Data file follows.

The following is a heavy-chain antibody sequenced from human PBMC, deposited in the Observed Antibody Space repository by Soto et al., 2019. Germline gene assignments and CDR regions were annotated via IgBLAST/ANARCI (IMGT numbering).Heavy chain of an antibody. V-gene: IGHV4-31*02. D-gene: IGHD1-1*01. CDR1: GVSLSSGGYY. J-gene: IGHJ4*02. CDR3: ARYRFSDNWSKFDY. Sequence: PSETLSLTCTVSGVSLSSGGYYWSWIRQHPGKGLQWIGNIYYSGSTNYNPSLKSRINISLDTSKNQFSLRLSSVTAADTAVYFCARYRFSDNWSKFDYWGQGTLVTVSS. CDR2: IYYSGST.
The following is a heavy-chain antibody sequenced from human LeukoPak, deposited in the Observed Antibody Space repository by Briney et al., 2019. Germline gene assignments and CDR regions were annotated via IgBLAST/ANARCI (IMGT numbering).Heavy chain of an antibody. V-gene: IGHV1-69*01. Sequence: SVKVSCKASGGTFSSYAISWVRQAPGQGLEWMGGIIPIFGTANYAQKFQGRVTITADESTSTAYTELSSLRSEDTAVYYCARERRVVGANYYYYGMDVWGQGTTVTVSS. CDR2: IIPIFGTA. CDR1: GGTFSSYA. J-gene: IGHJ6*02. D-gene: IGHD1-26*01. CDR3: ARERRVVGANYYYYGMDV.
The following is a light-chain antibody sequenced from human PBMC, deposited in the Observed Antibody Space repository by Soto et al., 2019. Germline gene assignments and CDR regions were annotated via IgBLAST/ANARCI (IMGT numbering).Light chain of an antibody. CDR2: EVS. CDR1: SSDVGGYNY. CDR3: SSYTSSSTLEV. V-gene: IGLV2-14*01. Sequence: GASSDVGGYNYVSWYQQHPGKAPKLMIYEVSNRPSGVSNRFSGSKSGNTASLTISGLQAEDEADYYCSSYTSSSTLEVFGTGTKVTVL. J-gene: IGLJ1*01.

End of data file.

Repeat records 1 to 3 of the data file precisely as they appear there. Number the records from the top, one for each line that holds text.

The following is a heavy-chain antibody sequenced from human PBMC, deposited in the Observed Antibody Space repository by Soto et al., 2019. Germline gene assignments and CDR regions were annotated via IgBLAST/ANARCI (IMGT numbering).Heavy chain of an antibody. V-gene: IGHV4-31*02. D-gene: IGHD1-1*01. CDR1: GVSLSSGGYY. J-gene: IGHJ4*02. CDR3: ARYRFSDNWSKFDY. Sequence: PSETLSLTCTVSGVSLSSGGYYWSWIRQHPGKGLQWIGNIYYSGSTNYNPSLKSRINISLDTSKNQFSLRLSSVTAADTAVYFCARYRFSDNWSKFDYWGQGTLVTVSS. CDR2: IYYSGST.
The following is a heavy-chain antibody sequenced from human LeukoPak, deposited in the Observed Antibody Space repository by Briney et al., 2019. Germline gene assignments and CDR regions were annotated via IgBLAST/ANARCI (IMGT numbering).Heavy chain of an antibody. V-gene: IGHV1-69*01. Sequence: SVKVSCKASGGTFSSYAISWVRQAPGQGLEWMGGIIPIFGTANYAQKFQGRVTITADESTSTAYTELSSLRSEDTAVYYCARERRVVGANYYYYGMDVWGQGTTVTVSS. CDR2: IIPIFGTA. CDR1: GGTFSSYA. J-gene: IGHJ6*02. D-gene: IGHD1-26*01. CDR3: ARERRVVGANYYYYGMDV.
The following is a light-chain antibody sequenced from human PBMC, deposited in the Observed Antibody Space repository by Soto et al., 2019. Germline gene assignments and CDR regions were annotated via IgBLAST/ANARCI (IMGT numbering).Light chain of an antibody. CDR2: EVS. CDR1: SSDVGGYNY. CDR3: SSYTSSSTLEV. V-gene: IGLV2-14*01. Sequence: GASSDVGGYNYVSWYQQHPGKAPKLMIYEVSNRPSGVSNRFSGSKSGNTASLTISGLQAEDEADYYCSSYTSSSTLEVFGTGTKVTVL. J-gene: IGLJ1*01.